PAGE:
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The nourishment of body and spirit

Rice and its influence on Asia are the focus of an exhibit at the Fowler.

October 10, 2003|David Pagel | Special to The Times

Man does not live by bread alone. The same goes for rice, if it's thought of in strictly nutritional terms.

An instructive exhibition at the UCLA Fowler Museum of Cultural History demonstrates that the popular grain has provided a lot more than bodily nourishment for the diverse peoples who have been eating it every day for the last 10,000 years. "The Art of Rice: Spirit and Sustenance in Asia" links farming and art to show that the cultivation of this hardy crop has had a remarkably civilizing influence on a large swath of humanity.

For millenniums, growing rice has gone hand-in-hand with the cultivation of an impressive variety of religious myths, social rituals and festive celebrations. Planting, harvesting, storing, cooking and eating rice also have led to the invention of all sorts of useful tools, and to the creation of a wide range of decorative artifacts -- some functional, many symbolic, most both.

More than 200 of these multipurpose objects are displayed in 11 small, interlinked galleries. Interspersed among them are informative wall labels, three documentary videotapes and a dozen National Geographic-style photographs.

The vast inventory of images and implements comes from Burma, Cambodia, China, India, Indonesia, Japan, Korea, Laos, Nepal, Sri Lanka, Thailand, Vietnam and the Philippines. The earliest rice-themed pieces are two squat, three-legged vessels from China's Shang dynasty (1776-1122 BC). Made of bronze or ceramic, each is adorned with elaborate abstract patterns. The newest item is this year's model of an electric rice cooker from Japan. Its digital gauges and aerodynamic style make it look as if it's been beamed down from outer space.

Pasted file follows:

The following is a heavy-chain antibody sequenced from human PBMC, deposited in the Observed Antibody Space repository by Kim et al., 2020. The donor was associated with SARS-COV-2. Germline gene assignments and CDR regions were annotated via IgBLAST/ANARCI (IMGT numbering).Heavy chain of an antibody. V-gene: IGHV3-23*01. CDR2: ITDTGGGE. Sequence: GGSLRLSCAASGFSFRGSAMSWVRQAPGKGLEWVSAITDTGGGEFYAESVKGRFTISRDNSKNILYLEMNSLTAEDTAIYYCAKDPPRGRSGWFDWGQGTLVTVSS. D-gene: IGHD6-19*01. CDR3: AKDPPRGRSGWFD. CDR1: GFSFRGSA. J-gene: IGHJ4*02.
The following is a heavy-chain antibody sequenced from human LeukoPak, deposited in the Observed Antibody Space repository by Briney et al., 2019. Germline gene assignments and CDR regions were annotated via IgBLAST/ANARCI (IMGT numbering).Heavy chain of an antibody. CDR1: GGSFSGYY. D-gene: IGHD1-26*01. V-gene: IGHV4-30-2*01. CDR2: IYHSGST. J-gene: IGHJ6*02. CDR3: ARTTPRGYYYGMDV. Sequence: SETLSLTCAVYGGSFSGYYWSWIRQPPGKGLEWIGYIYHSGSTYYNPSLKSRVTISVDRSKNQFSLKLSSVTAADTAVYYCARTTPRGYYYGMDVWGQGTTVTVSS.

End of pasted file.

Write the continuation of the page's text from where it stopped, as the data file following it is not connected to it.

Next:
All three pots -- and everything in between -- were selected by Roy Hamilton, the Fowler's curator of Asian and Pacific collections. Over the last six years, he has enlisted the assistance of an global team of 27 anthropologists, historians, sociologists, musicians, artisans, painters and curators -- along with a puppet master from Tumpang, East Java, and a librarian from the National Museum of Ethnology in Leiden, the Netherlands.

The result is a surprisingly coherent exhibition that is as far-reaching and ambitious as it is focused and accessible. Its amazing variety of materials from different times, places and peoples conveys a joyous, something-for-everyone outlook. Its fundamental point -- that rice civilizes -- is so simple and sensible that it brings great clarity to the whole project.

Although "The Art of Rice" includes some rare and precious objects, the majority of its pieces are mundane and humble. Made of inexpensive, readily available materials, they were used daily by ordinary folks. Even the finely crafted offering bowls, ceremonial mortars and religious talismans were functional, in that they helped increase productivity by promoting social unity.

A few examples of concentrated wealth stand out. Just inside the entrance stands a large folding screen that depicts a lush field of rice plants extending to the horizon. Crafted in Japan in the early 19th century, its gold-leafed surfaces and elegant brushwork are so fragile that it will be displayed for only 10 weeks. Ten woodblock prints, from the reign of Emperor Yongzheng (1723-1735) during China's Qing dynasty, will replace it. They illustrate the various stages of rice farming, capturing the seasonal rhythms of germinating, harrowing, transplanting, irrigating, harvesting, threshing, storing and giving thanks.

In the first four galleries, plain farm tools are juxtaposed with extraordinary ones. A water scoop from Vietnam, a winnowing fan from Thailand and a pair of shoulder baskets from the Philippines, all made of bamboo, bespeak the no-nonsense simplicity of utilitarian design. In contrast, eight hand-held knives, carved from wood, horn and bone, have elaborate handles shaped like wild boars, serpents and dragons -- or purely abstract patterns. Some are designed to cut single stalks of rice, ensuring that not a grain is harvested before its time.

Interspersed among the tools are 2,000-year-old ceramic funerary objects from China's Han dynasty, an embroidered silk cloth from Japan's Edo period (1603-1868) and a Balinese painting from the 1930s. Like fantastic storyboards in which each scene unfolds simultaneously, these works depict the many stages of rice farming with century-spanning consistency.

Among the most playful pieces are three Vietnamese water puppets representing farmers at work in irrigated fields. Six homemade dolls, woven from dried palm leaves in Bali, Indonesia, are about the same size. But they serve far different purposes. Some represent Grandmother Rice. Others are hermaphrodites. All symbolize fertility and are hung in rice fields, outside houses and in granaries to provide protection.

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